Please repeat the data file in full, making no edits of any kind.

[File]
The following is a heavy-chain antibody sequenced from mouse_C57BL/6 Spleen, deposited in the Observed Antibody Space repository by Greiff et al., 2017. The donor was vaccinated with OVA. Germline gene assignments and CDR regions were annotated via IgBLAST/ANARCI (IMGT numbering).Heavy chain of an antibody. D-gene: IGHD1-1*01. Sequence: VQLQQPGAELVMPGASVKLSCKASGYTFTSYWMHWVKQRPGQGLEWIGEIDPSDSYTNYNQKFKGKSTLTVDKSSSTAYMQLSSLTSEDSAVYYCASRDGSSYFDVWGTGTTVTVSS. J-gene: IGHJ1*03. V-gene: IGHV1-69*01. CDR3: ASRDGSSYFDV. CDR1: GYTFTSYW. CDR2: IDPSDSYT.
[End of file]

The following is a heavy-chain antibody sequenced from mouse_C57BL/6 Spleen, deposited in the Observed Antibody Space repository by Greiff et al., 2017. The donor was vaccinated with OVA. Germline gene assignments and CDR regions were annotated via IgBLAST/ANARCI (IMGT numbering).Heavy chain of an antibody. D-gene: IGHD1-1*01. Sequence: VQLQQPGAELVMPGASVKLSCKASGYTFTSYWMHWVKQRPGQGLEWIGEIDPSDSYTNYNQKFKGKSTLTVDKSSSTAYMQLSSLTSEDSAVYYCASRDGSSYFDVWGTGTTVTVSS. J-gene: IGHJ1*03. V-gene: IGHV1-69*01. CDR3: ASRDGSSYFDV. CDR1: GYTFTSYW. CDR2: IDPSDSYT.